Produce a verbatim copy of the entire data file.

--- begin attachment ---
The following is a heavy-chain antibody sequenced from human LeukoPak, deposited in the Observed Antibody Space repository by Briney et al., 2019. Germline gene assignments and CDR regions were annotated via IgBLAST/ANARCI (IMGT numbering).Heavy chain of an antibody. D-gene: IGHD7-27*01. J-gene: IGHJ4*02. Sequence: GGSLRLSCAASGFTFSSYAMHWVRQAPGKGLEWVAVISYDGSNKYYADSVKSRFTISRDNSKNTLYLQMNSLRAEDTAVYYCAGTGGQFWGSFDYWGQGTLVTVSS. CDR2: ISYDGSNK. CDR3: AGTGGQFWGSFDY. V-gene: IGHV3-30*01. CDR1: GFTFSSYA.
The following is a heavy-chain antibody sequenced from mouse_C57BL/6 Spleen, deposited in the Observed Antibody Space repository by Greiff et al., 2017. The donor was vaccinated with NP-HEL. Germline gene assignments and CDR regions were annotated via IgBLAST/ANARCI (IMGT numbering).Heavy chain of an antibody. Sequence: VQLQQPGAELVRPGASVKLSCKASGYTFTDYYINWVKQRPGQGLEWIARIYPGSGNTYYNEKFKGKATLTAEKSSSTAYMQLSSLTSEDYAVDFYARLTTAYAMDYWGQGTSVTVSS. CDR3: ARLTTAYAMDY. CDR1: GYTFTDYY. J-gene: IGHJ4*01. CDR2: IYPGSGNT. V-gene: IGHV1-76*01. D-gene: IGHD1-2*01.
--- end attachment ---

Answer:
The following is a heavy-chain antibody sequenced from human LeukoPak, deposited in the Observed Antibody Space repository by Briney et al., 2019. Germline gene assignments and CDR regions were annotated via IgBLAST/ANARCI (IMGT numbering).Heavy chain of an antibody. D-gene: IGHD7-27*01. J-gene: IGHJ4*02. Sequence: GGSLRLSCAASGFTFSSYAMHWVRQAPGKGLEWVAVISYDGSNKYYADSVKSRFTISRDNSKNTLYLQMNSLRAEDTAVYYCAGTGGQFWGSFDYWGQGTLVTVSS. CDR2: ISYDGSNK. CDR3: AGTGGQFWGSFDY. V-gene: IGHV3-30*01. CDR1: GFTFSSYA.
The following is a heavy-chain antibody sequenced from mouse_C57BL/6 Spleen, deposited in the Observed Antibody Space repository by Greiff et al., 2017. The donor was vaccinated with NP-HEL. Germline gene assignments and CDR regions were annotated via IgBLAST/ANARCI (IMGT numbering).Heavy chain of an antibody. Sequence: VQLQQPGAELVRPGASVKLSCKASGYTFTDYYINWVKQRPGQGLEWIARIYPGSGNTYYNEKFKGKATLTAEKSSSTAYMQLSSLTSEDYAVDFYARLTTAYAMDYWGQGTSVTVSS. CDR3: ARLTTAYAMDY. CDR1: GYTFTDYY. J-gene: IGHJ4*01. CDR2: IYPGSGNT. V-gene: IGHV1-76*01. D-gene: IGHD1-2*01.